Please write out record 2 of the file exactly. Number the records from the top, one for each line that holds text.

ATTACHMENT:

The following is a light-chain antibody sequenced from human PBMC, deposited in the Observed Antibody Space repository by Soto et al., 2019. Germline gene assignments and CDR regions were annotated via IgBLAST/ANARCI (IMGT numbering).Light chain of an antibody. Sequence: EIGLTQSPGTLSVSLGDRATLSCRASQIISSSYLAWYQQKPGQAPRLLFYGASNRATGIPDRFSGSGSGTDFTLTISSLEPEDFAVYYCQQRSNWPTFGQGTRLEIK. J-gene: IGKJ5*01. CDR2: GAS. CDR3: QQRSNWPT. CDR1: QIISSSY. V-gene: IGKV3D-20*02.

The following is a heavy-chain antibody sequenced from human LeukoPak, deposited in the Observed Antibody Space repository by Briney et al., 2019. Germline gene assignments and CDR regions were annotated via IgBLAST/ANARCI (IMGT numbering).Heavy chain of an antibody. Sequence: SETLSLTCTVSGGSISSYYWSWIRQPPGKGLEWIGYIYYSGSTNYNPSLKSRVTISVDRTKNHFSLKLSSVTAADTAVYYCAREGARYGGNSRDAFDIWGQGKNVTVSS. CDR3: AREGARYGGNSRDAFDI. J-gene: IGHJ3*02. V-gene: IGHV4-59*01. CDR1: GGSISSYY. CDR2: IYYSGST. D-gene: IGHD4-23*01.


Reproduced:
The following is a heavy-chain antibody sequenced from human LeukoPak, deposited in the Observed Antibody Space repository by Briney et al., 2019. Germline gene assignments and CDR regions were annotated via IgBLAST/ANARCI (IMGT numbering).Heavy chain of an antibody. Sequence: SETLSLTCTVSGGSISSYYWSWIRQPPGKGLEWIGYIYYSGSTNYNPSLKSRVTISVDRTKNHFSLKLSSVTAADTAVYYCAREGARYGGNSRDAFDIWGQGKNVTVSS. CDR3: AREGARYGGNSRDAFDI. J-gene: IGHJ3*02. V-gene: IGHV4-59*01. CDR1: GGSISSYY. CDR2: IYYSGST. D-gene: IGHD4-23*01.